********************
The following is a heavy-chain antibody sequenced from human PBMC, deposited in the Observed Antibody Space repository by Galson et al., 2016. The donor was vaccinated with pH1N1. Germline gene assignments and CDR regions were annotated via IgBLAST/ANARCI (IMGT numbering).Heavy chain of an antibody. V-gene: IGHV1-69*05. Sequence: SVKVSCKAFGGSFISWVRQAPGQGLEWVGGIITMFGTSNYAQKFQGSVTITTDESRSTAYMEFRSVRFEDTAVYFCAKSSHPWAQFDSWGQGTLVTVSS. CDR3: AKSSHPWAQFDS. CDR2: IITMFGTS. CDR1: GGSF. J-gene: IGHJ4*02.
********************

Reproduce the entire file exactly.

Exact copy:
The following is a heavy-chain antibody sequenced from human PBMC, deposited in the Observed Antibody Space repository by Galson et al., 2016. The donor was vaccinated with pH1N1. Germline gene assignments and CDR regions were annotated via IgBLAST/ANARCI (IMGT numbering).Heavy chain of an antibody. V-gene: IGHV1-69*05. Sequence: SVKVSCKAFGGSFISWVRQAPGQGLEWVGGIITMFGTSNYAQKFQGSVTITTDESRSTAYMEFRSVRFEDTAVYFCAKSSHPWAQFDSWGQGTLVTVSS. CDR3: AKSSHPWAQFDS. CDR2: IITMFGTS. CDR1: GGSF. J-gene: IGHJ4*02.